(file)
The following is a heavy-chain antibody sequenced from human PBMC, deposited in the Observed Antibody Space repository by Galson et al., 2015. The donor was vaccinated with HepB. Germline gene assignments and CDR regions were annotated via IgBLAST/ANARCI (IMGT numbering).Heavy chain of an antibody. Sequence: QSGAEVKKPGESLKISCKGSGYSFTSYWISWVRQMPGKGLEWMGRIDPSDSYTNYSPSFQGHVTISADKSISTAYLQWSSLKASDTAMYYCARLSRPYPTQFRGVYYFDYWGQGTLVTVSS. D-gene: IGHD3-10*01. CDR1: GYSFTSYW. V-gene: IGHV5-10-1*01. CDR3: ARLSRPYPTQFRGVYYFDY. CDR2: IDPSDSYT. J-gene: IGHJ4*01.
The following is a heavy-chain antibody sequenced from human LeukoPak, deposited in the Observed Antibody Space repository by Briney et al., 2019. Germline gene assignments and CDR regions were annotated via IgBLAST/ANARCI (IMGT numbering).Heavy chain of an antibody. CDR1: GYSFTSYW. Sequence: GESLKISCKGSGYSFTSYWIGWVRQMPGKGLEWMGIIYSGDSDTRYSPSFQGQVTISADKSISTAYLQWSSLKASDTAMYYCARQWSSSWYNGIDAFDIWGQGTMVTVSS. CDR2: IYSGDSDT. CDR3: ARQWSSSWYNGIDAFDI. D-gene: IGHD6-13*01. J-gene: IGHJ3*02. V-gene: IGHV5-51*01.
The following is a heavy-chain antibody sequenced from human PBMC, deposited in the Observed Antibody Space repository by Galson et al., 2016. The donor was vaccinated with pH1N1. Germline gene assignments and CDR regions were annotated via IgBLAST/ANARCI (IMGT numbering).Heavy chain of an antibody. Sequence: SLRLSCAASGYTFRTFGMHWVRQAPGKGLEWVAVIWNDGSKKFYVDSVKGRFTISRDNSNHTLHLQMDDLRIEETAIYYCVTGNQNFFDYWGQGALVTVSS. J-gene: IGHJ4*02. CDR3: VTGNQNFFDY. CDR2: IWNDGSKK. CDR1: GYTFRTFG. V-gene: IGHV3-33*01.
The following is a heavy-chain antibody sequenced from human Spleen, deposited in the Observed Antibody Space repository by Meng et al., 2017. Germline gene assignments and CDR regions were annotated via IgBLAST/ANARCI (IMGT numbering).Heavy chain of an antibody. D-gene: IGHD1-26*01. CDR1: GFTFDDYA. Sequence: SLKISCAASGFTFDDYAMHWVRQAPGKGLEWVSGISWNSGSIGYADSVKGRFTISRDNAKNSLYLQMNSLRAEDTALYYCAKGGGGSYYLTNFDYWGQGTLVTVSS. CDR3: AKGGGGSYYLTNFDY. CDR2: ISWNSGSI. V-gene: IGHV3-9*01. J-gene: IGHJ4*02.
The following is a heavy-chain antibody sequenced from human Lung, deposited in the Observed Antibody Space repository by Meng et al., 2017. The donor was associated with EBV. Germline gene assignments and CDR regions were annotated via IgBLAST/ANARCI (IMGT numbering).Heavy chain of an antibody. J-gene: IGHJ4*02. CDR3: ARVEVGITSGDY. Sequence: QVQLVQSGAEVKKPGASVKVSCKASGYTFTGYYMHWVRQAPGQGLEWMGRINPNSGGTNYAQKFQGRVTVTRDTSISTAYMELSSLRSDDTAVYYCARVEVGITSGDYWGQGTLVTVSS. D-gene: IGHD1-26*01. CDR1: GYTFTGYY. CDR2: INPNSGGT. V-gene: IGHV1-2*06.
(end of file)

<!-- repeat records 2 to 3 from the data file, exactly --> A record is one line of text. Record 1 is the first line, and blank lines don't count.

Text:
The following is a heavy-chain antibody sequenced from human LeukoPak, deposited in the Observed Antibody Space repository by Briney et al., 2019. Germline gene assignments and CDR regions were annotated via IgBLAST/ANARCI (IMGT numbering).Heavy chain of an antibody. CDR1: GYSFTSYW. Sequence: GESLKISCKGSGYSFTSYWIGWVRQMPGKGLEWMGIIYSGDSDTRYSPSFQGQVTISADKSISTAYLQWSSLKASDTAMYYCARQWSSSWYNGIDAFDIWGQGTMVTVSS. CDR2: IYSGDSDT. CDR3: ARQWSSSWYNGIDAFDI. D-gene: IGHD6-13*01. J-gene: IGHJ3*02. V-gene: IGHV5-51*01.
The following is a heavy-chain antibody sequenced from human PBMC, deposited in the Observed Antibody Space repository by Galson et al., 2016. The donor was vaccinated with pH1N1. Germline gene assignments and CDR regions were annotated via IgBLAST/ANARCI (IMGT numbering).Heavy chain of an antibody. Sequence: SLRLSCAASGYTFRTFGMHWVRQAPGKGLEWVAVIWNDGSKKFYVDSVKGRFTISRDNSNHTLHLQMDDLRIEETAIYYCVTGNQNFFDYWGQGALVTVSS. J-gene: IGHJ4*02. CDR3: VTGNQNFFDY. CDR2: IWNDGSKK. CDR1: GYTFRTFG. V-gene: IGHV3-33*01.